"Should work" only if they're planning on blacklisting the physical MAC address on your card. If they employ some other technique, spoofing the MAC address may not be the optimal solution.

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Well it is bridged, and I'm not sure why my internet was on the loopback interface, but if it is already spoofing it in a way, then it should work. BTW, it is wired.

'your internet' cannot be on the loopback interface. That is your localhost, your 127.0.0.1

We need more information about how you're being blocked. When you say, "blocked at the router" it's being assumed that there is MAC address filtering going on. Therefore, changing your MAC on your host machine is the best way to circumvent this.

If they are blocking specific site, or are doing other sorts of packet filtering, well that's a different story.

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Well first they did port 80, but a simple proxy on a friends server took care of that. Then the blocked all traffic to/from my computer. That means I lost my DHCP IP. But the router should just treat my server as another computer, right?

NO. you don't understand. forget about ip's for a second. your computers wireless card has a MAC address, your computer is communicating with the wireless router using that wireless card. now the virtual machine is communicating with your computer using a virtual network adapter. you'll even see them under your "network connections" tab in windows. you can install as many of them as you want. but they arent real. they're VIRTUAL. its just so that a virtual machine can use your computers network connection, or to connect them to other virtual machines. VIRTUALLY. like everyone has already said, they probably filtered your wireless cards mac address. you can easily spoof this to one that the AP will accept. they may have also added other filters that will stop you from connecting, like internet access time of day and shit like that.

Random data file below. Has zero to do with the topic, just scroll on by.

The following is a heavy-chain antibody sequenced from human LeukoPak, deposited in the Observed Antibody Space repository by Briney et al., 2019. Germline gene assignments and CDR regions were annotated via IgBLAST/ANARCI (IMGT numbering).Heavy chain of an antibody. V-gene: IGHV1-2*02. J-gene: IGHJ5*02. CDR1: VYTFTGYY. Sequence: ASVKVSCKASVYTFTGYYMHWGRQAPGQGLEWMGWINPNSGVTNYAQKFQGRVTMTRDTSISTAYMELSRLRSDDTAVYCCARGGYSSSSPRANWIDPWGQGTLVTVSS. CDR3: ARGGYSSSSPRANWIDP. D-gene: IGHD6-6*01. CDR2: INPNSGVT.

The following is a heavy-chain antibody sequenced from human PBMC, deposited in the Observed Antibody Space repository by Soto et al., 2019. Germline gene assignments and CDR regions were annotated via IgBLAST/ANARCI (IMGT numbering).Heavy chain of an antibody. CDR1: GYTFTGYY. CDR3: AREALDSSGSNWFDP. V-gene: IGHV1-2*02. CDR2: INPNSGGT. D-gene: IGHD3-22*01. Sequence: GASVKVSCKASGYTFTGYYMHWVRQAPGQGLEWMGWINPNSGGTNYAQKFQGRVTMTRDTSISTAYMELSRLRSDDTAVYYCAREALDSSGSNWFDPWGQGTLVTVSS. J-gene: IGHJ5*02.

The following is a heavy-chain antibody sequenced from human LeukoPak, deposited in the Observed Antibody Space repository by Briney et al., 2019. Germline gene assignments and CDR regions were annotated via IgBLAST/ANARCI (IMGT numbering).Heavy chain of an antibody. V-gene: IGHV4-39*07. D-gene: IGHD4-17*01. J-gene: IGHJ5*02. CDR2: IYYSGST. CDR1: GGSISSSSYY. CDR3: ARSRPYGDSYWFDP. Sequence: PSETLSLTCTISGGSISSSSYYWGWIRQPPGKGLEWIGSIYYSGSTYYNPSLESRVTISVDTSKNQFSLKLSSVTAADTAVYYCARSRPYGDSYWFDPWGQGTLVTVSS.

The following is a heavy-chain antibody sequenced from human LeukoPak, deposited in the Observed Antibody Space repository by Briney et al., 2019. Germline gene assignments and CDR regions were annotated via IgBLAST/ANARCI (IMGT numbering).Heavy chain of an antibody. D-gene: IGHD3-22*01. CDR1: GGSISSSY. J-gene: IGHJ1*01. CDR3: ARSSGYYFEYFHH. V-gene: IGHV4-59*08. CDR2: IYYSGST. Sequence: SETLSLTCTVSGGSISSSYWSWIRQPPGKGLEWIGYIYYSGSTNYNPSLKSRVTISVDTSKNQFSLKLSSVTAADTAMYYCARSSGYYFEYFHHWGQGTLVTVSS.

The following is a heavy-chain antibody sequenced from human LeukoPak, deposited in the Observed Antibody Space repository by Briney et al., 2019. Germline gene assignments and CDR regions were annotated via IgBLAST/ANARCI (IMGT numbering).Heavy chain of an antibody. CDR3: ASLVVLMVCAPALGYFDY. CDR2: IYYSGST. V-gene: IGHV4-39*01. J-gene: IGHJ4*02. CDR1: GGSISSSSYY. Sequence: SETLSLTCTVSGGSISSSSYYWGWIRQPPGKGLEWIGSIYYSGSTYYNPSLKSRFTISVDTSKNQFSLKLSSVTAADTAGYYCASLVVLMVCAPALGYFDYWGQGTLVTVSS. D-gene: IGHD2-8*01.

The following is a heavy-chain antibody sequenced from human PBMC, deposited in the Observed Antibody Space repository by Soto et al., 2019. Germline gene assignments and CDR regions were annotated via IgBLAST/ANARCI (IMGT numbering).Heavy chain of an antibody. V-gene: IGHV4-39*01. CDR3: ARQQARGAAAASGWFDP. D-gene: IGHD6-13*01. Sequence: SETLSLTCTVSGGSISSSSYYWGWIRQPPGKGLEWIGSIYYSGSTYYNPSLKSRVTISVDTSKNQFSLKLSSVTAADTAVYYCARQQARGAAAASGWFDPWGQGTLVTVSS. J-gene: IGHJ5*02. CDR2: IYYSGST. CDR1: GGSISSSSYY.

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LOL at having internet blocked by your parents, how old are you?

If I'm honest, you don't have the basic network knowledge needed to circumvent your parents security and should probably respect their decision -they've obviously implemented it for a reason. If you want full internet access, buy your own...

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Well first they did port 80, but a simple proxy on a friends server took care of that. Then the blocked all traffic to/from my computer. That means I lost my DHCP IP. But the router should just treat my server as another computer, right?

How do your parents know how to do this? Do they work for Linksys or the NSA? My father still doesn't understand the intricacies of webmail for christ's sake.

Either way, think of it like this

Virtual Machine--->Virtual Network Card---->VM Client---->Real Network Card---->Router---->Internet

If your parents were blocking internet, they block it................../\ Here /\, which trickles down all the way to the VM. Does this make sense? If your parents blocked access, it stops at the host machine, a virtual machine uses the host machine to interface with everything else, thus, making a VM useless in this case. Then again, I'm having trouble understanding what your situation is.

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FYI, they aren't blocking my internet at this time.

What I did was set up a virtual machine running squid. The vm's network interface is set to bridged. This gave it it's own IP and MAC on the network. Would blocking MY MAC and IP also block the virtual machine's? Or would it treat it as another device on the network. I'm pretty sure that the VM doesn't need to go to the router to get to my computer.

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FYI, they aren't blocking my internet at this time.

What I did was set up a virtual machine running squid. The vm's network interface is set to bridged. This gave it it's own IP and MAC on the network. Would blocking MY MAC and IP also block the virtual machine's? Or would it treat it as another device on the network. I'm pretty sure that the VM doesn't need to go to the router to get to my computer.

Your VM only has it's own IP and MAC inside your computer... The connection still goes through your physical adapter. When your router sends back a packet your physical adapter receives it and then routes it to your virtual adapter...

How do they get online with port 80 blocked?